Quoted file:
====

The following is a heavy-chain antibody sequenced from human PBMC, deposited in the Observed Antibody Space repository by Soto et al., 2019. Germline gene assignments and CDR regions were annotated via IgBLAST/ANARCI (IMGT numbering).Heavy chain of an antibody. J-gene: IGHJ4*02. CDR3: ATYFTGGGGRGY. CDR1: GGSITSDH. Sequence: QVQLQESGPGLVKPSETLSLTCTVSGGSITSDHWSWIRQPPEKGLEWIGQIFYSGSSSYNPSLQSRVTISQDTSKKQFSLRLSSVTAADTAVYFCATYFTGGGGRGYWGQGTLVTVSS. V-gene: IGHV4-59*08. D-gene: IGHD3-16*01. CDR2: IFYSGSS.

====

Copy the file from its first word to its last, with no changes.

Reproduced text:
The following is a heavy-chain antibody sequenced from human PBMC, deposited in the Observed Antibody Space repository by Soto et al., 2019. Germline gene assignments and CDR regions were annotated via IgBLAST/ANARCI (IMGT numbering).Heavy chain of an antibody. J-gene: IGHJ4*02. CDR3: ATYFTGGGGRGY. CDR1: GGSITSDH. Sequence: QVQLQESGPGLVKPSETLSLTCTVSGGSITSDHWSWIRQPPEKGLEWIGQIFYSGSSSYNPSLQSRVTISQDTSKKQFSLRLSSVTAADTAVYFCATYFTGGGGRGYWGQGTLVTVSS. V-gene: IGHV4-59*08. D-gene: IGHD3-16*01. CDR2: IFYSGSS.